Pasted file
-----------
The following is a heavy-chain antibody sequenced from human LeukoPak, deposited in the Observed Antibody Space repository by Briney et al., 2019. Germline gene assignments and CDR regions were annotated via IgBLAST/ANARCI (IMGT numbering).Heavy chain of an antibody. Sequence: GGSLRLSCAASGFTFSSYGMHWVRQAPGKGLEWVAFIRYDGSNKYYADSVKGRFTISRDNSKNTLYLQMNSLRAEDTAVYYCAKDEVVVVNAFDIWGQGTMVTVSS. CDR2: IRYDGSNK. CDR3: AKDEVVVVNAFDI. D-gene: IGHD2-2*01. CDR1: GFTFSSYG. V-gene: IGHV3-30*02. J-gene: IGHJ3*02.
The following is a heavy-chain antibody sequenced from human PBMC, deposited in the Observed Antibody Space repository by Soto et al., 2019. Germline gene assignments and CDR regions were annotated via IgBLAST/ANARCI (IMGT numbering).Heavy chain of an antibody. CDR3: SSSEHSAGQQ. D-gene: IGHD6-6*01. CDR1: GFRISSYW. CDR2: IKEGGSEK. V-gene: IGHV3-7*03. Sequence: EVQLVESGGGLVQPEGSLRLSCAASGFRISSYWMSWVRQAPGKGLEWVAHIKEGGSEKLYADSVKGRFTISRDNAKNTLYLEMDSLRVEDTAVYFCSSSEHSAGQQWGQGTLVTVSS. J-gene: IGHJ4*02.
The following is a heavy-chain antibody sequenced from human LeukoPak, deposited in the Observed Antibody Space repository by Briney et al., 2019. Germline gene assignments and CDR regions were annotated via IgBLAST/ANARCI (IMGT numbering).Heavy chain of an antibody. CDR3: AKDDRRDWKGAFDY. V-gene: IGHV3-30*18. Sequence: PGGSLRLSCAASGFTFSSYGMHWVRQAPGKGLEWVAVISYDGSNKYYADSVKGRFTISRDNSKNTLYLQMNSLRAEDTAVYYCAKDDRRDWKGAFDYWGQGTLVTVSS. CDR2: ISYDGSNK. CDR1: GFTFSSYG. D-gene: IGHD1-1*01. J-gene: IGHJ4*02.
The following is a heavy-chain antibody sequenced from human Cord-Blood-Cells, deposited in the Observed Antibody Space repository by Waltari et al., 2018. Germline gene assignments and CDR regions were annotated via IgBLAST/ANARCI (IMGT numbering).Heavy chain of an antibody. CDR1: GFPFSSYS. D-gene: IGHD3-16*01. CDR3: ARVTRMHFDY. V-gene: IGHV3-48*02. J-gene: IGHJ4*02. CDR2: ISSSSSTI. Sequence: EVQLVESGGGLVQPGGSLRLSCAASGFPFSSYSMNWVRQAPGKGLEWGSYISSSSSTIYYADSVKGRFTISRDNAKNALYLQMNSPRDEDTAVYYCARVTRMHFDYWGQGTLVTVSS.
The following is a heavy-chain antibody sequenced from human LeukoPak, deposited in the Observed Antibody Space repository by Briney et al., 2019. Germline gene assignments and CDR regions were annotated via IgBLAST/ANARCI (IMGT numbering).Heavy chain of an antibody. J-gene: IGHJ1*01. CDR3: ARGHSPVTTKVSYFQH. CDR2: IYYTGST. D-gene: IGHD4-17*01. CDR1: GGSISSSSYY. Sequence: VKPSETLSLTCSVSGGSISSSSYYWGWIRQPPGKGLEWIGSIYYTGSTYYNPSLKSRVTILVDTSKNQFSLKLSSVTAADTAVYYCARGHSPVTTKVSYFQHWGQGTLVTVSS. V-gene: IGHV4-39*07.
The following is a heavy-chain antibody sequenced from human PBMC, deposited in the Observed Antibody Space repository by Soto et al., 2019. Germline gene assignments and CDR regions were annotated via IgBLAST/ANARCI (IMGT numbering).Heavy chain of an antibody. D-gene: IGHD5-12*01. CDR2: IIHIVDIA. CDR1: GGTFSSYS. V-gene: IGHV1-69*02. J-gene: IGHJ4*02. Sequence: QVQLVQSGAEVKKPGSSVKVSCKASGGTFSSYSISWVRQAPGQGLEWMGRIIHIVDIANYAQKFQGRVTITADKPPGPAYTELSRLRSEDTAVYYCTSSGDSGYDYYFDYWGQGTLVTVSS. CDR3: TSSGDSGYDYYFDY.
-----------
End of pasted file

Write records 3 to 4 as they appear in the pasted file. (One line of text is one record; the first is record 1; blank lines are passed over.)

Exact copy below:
The following is a heavy-chain antibody sequenced from human LeukoPak, deposited in the Observed Antibody Space repository by Briney et al., 2019. Germline gene assignments and CDR regions were annotated via IgBLAST/ANARCI (IMGT numbering).Heavy chain of an antibody. CDR3: AKDDRRDWKGAFDY. V-gene: IGHV3-30*18. Sequence: PGGSLRLSCAASGFTFSSYGMHWVRQAPGKGLEWVAVISYDGSNKYYADSVKGRFTISRDNSKNTLYLQMNSLRAEDTAVYYCAKDDRRDWKGAFDYWGQGTLVTVSS. CDR2: ISYDGSNK. CDR1: GFTFSSYG. D-gene: IGHD1-1*01. J-gene: IGHJ4*02.
The following is a heavy-chain antibody sequenced from human Cord-Blood-Cells, deposited in the Observed Antibody Space repository by Waltari et al., 2018. Germline gene assignments and CDR regions were annotated via IgBLAST/ANARCI (IMGT numbering).Heavy chain of an antibody. CDR1: GFPFSSYS. D-gene: IGHD3-16*01. CDR3: ARVTRMHFDY. V-gene: IGHV3-48*02. J-gene: IGHJ4*02. CDR2: ISSSSSTI. Sequence: EVQLVESGGGLVQPGGSLRLSCAASGFPFSSYSMNWVRQAPGKGLEWGSYISSSSSTIYYADSVKGRFTISRDNAKNALYLQMNSPRDEDTAVYYCARVTRMHFDYWGQGTLVTVSS.